OK, now it is halftime, what is your strategy? Or do you even have a strategy?
As a High School Varsity Coach we usually have but ten minutes for halftime. Well it is ten minutes unless you subtract two or three minutes to get to the end of the field or where you might meet as a team. And don’t forget we lose another two to three minutes to get warmed up for the second half. So ten minutes quickly erodes into but four or five minutes maximum in real time to prepare to get ahead, or stay ahead. What are you going to do? Do you have a plan?
I am not necessarily recommending that you adopt our plan, that would be presumptuous. But I believe I can argue strongly that in order to maximize your effectiveness you need to have a plan, be organized, in order to be successful. Why is it that most coaches will schedule out practices to the minute yet do not have a defined plan of attack for halftime. I must be missing something.
My next point is that with all the distractions, and the short time combined with a short attention span you probably can make two possibly three points to your team. Attempting to discuss every thought that comes into your head, combined with the five or six thoughts that assistant coaches want to tell the team, soon evolves into a myriad of nine or ten topics, from two or three points of view, which erode into none that are effective.
Phase One, First three minutes:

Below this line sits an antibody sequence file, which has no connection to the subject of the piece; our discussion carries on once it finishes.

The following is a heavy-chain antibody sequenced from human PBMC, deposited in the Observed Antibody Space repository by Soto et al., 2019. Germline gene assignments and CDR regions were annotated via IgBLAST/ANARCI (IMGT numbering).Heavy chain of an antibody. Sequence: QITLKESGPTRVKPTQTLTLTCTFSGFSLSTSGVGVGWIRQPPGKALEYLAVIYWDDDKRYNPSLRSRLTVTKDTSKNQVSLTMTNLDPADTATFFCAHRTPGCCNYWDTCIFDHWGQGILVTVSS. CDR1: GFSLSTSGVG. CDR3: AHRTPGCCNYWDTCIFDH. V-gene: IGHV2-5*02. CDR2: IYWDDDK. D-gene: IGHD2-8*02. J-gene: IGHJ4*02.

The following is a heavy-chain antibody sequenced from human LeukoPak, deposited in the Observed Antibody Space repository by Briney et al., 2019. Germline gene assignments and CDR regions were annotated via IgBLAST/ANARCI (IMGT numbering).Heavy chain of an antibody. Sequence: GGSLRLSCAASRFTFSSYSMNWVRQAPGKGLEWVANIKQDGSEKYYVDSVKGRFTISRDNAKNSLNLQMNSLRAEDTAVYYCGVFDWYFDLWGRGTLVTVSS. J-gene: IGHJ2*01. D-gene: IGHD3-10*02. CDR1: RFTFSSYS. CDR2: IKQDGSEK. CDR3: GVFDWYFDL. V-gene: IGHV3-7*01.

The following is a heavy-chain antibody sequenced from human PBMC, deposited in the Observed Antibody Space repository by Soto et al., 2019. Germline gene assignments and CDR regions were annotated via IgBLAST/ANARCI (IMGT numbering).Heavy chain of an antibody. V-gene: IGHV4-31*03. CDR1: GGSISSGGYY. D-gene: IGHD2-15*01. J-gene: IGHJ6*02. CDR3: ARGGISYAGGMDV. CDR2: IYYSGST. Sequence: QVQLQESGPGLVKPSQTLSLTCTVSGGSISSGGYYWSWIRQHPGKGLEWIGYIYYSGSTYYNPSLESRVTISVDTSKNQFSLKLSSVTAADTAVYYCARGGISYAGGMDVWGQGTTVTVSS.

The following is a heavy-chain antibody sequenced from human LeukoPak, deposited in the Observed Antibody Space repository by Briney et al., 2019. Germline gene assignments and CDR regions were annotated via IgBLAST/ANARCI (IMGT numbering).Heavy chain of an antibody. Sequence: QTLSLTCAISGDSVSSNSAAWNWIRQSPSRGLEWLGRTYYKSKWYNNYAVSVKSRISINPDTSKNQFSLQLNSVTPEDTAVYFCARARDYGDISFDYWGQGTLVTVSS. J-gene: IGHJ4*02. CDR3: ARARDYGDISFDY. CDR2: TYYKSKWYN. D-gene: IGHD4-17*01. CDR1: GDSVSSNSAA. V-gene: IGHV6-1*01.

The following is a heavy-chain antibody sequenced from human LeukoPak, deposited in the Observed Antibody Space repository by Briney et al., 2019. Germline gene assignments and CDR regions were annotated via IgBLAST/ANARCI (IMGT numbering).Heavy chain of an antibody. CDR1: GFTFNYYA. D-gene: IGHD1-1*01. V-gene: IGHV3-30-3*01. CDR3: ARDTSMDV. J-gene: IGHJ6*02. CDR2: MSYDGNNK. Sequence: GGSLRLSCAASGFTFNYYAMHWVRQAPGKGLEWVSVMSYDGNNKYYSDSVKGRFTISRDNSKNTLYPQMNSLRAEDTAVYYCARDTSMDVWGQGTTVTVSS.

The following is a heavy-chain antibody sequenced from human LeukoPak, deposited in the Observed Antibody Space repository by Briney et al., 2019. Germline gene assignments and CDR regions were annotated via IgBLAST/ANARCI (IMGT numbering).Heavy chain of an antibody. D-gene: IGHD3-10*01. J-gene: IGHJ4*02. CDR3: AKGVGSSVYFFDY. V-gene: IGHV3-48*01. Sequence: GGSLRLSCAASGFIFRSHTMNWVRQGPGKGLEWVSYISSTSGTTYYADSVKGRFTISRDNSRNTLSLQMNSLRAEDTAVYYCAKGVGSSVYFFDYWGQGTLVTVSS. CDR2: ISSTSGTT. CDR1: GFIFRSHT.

Players – Meander to meeting place
Players – Captains take control of phase one of halftime
Coaches – Meet as a group, identify key issues and adjustments
Coaches – Review Coaches Observation Sheets (see Coaches Observation Sheets)
Coaches – Review Scouting Report vs Actual, Scorers, Sets, Effectiveness
Phase Two, Next Four Minutes
Head Coach – Request brief key points from Senior or Captains
(gives them ownership in solutions)
Head Coach – Address two or three key issues, spacing, slides, picks,
strategy for second half
Head Coach – Closing Comments Positive Reinforcement, Confidence
Phase Three, Final Three Minutes
Players – Begin to get their sticks moving with full equipment
Coaches – Individual conversations with specific players, but positive in nature
Coaches – Re-affirm duties and observation responsibilities for the second half
This process has served us well, but that is not to say it is the best for each team or each coach. But, having a lot of coaches raising a lot of issues is simply not effective. Some coaches will break into position dialogs with each unit. That is also fine, but remember your time period. The more you throw at the kids, the more the messages get diluted, and you may run out of time for the key points you want to raise.
I might also suggest that screaming about the effort of the players in a game is only effective two or three times a season, so pick your points wisely. The important thing is to demonstrate from your Body language and Tone of Voice that the Coaches have the solutions. After all players play and coaches coach. Are you really coaching at halftime? Or venting. And which puts your kids in the best position to be successful?